What is an Environmental Search?

What is an Environmental Search?
Home Blog What Is An Environmental Search?
Mike Whitehead

Author: Mike Whitehead

Content Editor

Updated: May 14, 2024

An environmental search is an integral part of the conveyancing process when you buy a property. Its purpose is to establish whether the property has been built on contaminated land or if the area is susceptible to the risk of flooding, landslides and subsidence.

It will also check if the property resides in a radon-gas-affected area and whether the land was previously used as an industrial or landfill site.

Your solicitor will instruct an environmental agency to carry out the search (Groundsure, Homecheck or Landmark, for example). The cost is typically around £50 to £100 for a standard search and they usually take anywhere from a couple of days up to two weeks to report back.

Why is an environmental search so important?

Issues relating to the environment are becoming more and more of a priority in the minds of property buyers, particularly as climate change events continue to dominate news headlines.

From a practical perspective, an environmental search can uncover important information which could result in large costs being incurred by a property owner if they’re deemed responsible for cleaning up land found to be hazardous or highly toxic at a later date. Also, an area prone to flooding or landslides will harm insurance premiums.

If you’re using a mortgage to complete a purchase, your lender will not release any of the funds until an environmental search has been done and they’re satisfied there’s no risk to the future value of the property.

What happens if an environmental search identifies potential risks?

In the event an environmental search returns information which raises concerns it’s likely the lender will ask your solicitor to organise further searches on the surrounding area before they can complete your mortgage application. 

For example, if a search highlights a history of flooding on or near where the property is built, your lender may want to see a more in-depth flooding search completed in order to check river and coastal data in the area and look into insurance records to establish how many previous claims have been made.

The worst case scenario is your mortgage lender declines to proceed any further with the application on the basis that the risk to the property value is simply too high, bringing an end to the purchase. Alternatively, rather than declining completely, the lender may see the risks as high enough to decrease the amount of the loan originally agreed.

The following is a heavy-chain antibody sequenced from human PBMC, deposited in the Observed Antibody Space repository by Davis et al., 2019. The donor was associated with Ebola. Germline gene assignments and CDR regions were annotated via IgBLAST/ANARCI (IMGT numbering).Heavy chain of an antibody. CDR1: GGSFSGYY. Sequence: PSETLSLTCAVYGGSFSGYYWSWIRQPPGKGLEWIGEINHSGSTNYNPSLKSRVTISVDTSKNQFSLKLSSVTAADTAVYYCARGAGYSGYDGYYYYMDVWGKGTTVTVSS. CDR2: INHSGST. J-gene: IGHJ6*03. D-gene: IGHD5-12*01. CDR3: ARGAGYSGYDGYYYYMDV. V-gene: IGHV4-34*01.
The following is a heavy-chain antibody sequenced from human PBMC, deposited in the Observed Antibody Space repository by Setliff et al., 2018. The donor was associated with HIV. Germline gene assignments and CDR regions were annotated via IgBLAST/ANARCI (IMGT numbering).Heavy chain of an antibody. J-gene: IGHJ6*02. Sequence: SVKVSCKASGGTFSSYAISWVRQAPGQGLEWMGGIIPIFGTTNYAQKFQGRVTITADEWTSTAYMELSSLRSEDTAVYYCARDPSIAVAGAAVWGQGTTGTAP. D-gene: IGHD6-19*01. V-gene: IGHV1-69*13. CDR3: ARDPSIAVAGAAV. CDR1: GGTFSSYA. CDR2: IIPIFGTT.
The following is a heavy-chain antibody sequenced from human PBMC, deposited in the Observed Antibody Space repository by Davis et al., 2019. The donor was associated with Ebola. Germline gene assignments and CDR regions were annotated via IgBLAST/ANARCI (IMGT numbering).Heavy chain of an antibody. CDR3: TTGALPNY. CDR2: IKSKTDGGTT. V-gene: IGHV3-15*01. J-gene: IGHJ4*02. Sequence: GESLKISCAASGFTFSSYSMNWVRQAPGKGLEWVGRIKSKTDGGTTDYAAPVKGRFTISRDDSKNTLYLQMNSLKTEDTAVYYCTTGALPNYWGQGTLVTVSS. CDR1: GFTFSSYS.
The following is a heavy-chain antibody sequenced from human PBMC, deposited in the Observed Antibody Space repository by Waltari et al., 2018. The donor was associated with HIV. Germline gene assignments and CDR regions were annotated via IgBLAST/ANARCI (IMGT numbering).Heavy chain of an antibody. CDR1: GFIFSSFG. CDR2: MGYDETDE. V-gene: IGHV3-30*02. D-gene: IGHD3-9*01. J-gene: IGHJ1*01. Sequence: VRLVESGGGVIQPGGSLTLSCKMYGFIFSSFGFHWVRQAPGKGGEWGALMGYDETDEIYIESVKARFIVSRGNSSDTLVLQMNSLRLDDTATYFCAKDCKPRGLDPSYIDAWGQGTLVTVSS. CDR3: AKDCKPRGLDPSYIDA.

On a positive note, this could allow you to renegotiate the sale price with the seller, armed with the evidence produced from the search results.

Potential hazards an environmental search might uncover

An environmental search plays a crucial role in uncovering various hazards that might affect a property, each with its own set of implications. Below are a few you should be aware of:

  • Flooding: Identified through historical data and geographical analysis, can signal a potential for water damage and higher insurance premiums.
  • Landslides and subsidence: This is often related to the property’s location on unstable land or past quarrying activities, posing significant structural risks to buildings, and threatening their integrity and safety.
  • Radon gas: Radon is a naturally occurring radioactive gas found in certain geological formations, and raises health concerns, requiring mitigation measures to reduce indoor concentrations.
  • Contamination: Historical use of the land for industrial purposes or as a landfill site can reveal potential contamination with hazardous substances, necessitating costly cleanup operations to render the land safe for residential use.

How does it differ from other conveyancing searches?

In addition to a title search on the land registry, there are three main conveyancing searches your solicitor will complete:

Each search serves a purpose different from the others and all are considered mandatory by mortgage lenders. A water authority search, for example, focuses solely on how the water supply enters and leaves a property.

Whilst the local authority and environmental search share a common link, in the sense they both return information relating to the surrounding area and how this can affect the property value, the focus of a local authority search is mainly on planning permissions, transport links and any preservation orders. An environmental search looks at the potential risks of flooding, landslides, subsidence and land contamination.

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